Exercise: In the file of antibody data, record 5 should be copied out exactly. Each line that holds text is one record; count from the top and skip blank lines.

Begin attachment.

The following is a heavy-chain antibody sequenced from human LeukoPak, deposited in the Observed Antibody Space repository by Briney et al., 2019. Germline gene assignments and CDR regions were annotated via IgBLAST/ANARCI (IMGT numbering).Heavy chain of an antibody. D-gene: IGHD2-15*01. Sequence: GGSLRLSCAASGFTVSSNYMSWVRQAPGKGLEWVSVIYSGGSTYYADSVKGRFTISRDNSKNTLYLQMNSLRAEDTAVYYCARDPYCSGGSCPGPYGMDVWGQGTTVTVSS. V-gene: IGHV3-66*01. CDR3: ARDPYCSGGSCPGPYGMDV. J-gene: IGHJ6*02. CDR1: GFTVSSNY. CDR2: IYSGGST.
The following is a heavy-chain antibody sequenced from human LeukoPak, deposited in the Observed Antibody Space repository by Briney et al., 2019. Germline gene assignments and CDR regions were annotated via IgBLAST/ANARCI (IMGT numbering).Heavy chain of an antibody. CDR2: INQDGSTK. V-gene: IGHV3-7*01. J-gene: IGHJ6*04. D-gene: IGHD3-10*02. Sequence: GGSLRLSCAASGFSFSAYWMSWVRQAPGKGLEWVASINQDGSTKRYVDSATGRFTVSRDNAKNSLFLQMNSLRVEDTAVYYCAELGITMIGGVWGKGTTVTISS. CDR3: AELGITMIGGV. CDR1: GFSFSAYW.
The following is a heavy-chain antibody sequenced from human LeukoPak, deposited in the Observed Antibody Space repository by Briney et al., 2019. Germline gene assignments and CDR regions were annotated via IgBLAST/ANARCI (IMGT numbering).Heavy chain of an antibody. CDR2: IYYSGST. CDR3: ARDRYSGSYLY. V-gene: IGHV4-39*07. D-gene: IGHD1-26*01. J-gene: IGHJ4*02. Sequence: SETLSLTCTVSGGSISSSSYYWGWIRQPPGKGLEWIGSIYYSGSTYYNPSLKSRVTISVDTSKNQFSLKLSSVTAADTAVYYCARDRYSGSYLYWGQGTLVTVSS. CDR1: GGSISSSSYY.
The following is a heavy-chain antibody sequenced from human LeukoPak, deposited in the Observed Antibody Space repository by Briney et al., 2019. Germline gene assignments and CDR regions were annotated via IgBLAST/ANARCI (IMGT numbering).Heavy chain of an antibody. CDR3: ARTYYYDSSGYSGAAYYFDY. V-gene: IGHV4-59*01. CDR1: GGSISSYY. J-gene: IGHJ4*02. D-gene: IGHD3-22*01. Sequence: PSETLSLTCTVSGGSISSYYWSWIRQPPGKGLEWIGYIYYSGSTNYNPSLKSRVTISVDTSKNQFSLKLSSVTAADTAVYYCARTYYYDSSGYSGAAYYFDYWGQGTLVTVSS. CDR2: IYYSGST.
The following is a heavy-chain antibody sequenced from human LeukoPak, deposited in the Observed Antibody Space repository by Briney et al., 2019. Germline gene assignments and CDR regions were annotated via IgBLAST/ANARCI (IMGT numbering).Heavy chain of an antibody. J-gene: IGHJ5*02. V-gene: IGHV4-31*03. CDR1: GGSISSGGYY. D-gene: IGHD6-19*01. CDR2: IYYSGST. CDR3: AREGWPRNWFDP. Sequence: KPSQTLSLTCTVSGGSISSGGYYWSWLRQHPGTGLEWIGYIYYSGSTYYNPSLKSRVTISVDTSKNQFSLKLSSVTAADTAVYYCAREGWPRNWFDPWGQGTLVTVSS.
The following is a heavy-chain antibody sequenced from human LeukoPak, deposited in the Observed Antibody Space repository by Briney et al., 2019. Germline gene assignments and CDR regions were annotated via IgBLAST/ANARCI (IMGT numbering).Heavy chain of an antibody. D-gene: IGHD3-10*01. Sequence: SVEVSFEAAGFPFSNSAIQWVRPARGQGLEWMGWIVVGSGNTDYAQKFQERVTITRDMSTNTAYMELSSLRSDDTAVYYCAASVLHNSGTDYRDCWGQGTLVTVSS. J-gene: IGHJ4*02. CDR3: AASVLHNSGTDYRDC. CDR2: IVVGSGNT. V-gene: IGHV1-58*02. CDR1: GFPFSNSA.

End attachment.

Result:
The following is a heavy-chain antibody sequenced from human LeukoPak, deposited in the Observed Antibody Space repository by Briney et al., 2019. Germline gene assignments and CDR regions were annotated via IgBLAST/ANARCI (IMGT numbering).Heavy chain of an antibody. J-gene: IGHJ5*02. V-gene: IGHV4-31*03. CDR1: GGSISSGGYY. D-gene: IGHD6-19*01. CDR2: IYYSGST. CDR3: AREGWPRNWFDP. Sequence: KPSQTLSLTCTVSGGSISSGGYYWSWLRQHPGTGLEWIGYIYYSGSTYYNPSLKSRVTISVDTSKNQFSLKLSSVTAADTAVYYCAREGWPRNWFDPWGQGTLVTVSS.